Cuban-American Professor Addresses Plight of Women and the Poor

Helen Alvaré, the George Mason law professor who is quickly becoming something of a female, younger Robert George, gave a predictably excellent talk at the National Catholic Prayer Breakfast on Thursday. For those interested, the video is here (though you have to skip to 19:19; the talk is a bit over 10 minutes).

Alvaré is a model of many things, including that rare but happy coincidence of truth, charity and wit. Here, though, she is an exemplar of messaging. What is the topic of her talk? Improving the plight of women and the poor. What is her method? Correctly employing empirical data. Was is the take-away message? Christian teachings on marriage, sex and family are undeniably good for the welfare – as even policy wonks measure it – of women, the poor, and society writ large. She weaves these three aspects together seamlessly, yet manages to avoid pietism, dryly data-driven (say it three time fast!) overtones, as well as an overbearing, I’m-so-into-social-justice type of condescension.

A few highlights:

  • “We don’t have to theorize about this anymore…we just have to face it, and begin fixing it.”

Interesting, because it seems that the theorizing approach is preoccupying far too many of us these days. (I write in my blog entry about marriage, again.)

  • “But policy makers are too often trying to deal with this gap between the rich and the poor on the cheap….”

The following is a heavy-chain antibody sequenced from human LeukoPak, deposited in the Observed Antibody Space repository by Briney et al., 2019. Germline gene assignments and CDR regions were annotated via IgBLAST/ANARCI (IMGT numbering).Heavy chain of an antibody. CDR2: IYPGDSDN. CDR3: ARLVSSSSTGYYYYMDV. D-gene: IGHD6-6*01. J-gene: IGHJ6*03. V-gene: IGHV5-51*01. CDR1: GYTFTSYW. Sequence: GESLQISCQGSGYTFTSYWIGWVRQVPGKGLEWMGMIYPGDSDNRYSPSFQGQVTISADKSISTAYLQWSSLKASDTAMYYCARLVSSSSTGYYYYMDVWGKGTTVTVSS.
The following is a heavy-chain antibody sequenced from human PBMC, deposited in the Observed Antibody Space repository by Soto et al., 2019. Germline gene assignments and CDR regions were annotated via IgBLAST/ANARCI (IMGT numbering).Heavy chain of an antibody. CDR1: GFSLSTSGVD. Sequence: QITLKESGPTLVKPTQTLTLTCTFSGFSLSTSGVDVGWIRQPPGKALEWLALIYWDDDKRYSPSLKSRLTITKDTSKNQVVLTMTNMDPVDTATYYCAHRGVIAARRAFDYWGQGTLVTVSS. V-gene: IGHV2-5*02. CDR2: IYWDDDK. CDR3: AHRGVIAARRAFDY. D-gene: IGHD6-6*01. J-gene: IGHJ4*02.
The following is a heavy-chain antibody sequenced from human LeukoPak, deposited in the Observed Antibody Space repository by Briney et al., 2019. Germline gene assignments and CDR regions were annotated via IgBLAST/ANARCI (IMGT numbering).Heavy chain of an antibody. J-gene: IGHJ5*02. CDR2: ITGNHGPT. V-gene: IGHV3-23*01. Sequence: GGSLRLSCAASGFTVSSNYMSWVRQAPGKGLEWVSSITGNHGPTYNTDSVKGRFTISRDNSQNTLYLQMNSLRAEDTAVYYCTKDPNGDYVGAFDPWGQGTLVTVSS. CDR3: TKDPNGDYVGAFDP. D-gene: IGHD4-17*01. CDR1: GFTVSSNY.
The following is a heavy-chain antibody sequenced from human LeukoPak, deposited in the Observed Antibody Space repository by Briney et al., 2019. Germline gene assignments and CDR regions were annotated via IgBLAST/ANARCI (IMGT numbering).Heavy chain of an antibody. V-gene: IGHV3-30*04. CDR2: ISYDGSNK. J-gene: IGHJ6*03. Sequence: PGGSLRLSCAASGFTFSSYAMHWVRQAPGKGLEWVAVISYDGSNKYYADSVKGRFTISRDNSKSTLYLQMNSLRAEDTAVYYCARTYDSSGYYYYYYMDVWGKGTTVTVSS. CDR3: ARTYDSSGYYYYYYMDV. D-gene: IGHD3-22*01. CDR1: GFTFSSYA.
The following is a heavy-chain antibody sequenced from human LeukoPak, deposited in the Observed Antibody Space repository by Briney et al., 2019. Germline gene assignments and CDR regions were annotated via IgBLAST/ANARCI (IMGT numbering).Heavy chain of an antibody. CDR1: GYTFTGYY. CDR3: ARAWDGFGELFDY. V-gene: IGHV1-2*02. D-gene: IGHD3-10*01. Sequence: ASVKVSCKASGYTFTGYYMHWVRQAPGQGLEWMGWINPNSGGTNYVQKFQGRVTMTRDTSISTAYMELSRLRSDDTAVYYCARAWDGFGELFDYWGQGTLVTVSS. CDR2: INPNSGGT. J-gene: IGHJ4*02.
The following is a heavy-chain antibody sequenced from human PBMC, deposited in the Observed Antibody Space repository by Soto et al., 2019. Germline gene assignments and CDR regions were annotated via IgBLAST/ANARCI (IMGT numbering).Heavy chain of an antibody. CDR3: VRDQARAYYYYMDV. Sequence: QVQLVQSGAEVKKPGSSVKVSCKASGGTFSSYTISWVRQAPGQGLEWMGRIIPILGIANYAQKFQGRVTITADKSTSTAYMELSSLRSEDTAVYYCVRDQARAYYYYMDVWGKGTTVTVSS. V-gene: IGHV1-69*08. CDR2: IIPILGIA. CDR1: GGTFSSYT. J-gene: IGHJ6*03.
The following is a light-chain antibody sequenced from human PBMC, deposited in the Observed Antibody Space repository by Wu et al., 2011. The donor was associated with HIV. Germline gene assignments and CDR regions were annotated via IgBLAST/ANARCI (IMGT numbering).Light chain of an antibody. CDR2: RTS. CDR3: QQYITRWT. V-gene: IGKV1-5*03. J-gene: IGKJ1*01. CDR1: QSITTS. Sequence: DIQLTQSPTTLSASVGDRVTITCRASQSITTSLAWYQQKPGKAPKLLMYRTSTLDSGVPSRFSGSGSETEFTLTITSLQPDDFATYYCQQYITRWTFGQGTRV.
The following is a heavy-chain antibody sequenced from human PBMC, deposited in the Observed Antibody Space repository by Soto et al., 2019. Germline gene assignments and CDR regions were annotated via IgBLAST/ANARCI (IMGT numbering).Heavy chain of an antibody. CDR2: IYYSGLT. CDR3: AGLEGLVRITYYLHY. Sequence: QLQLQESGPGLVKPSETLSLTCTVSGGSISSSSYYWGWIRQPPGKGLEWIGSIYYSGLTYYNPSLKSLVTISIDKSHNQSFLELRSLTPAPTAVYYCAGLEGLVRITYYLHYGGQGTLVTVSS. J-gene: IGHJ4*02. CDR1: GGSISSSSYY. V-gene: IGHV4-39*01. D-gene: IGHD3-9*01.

Also funny, because it’s expensive, especially since the current administration has quietly gutted the welfare reforms of the 1990s.

  • “…And all of this is despite the clear empirical evidence that the only groups in the past who have ever received free contraception and sometimes abortion are the very groups that thereafter suffered the highest rates of non-marital births, abortions, sexually transmitted infections, and unintended pregnancies.”

This one worries me. To recap, Christian teachings on marriage, sexuality, and children have empirical evidence, strong philosophical reasoning (hey Robby George!), and, heck, plenty of women standing boldly in the public square and saying that yes, this is good for us. What else can we do?

Or, is the government’s goal less about preventing all of these woes and more about pushing a certain vision of the state’s role in our mundane existence.  Is this true?

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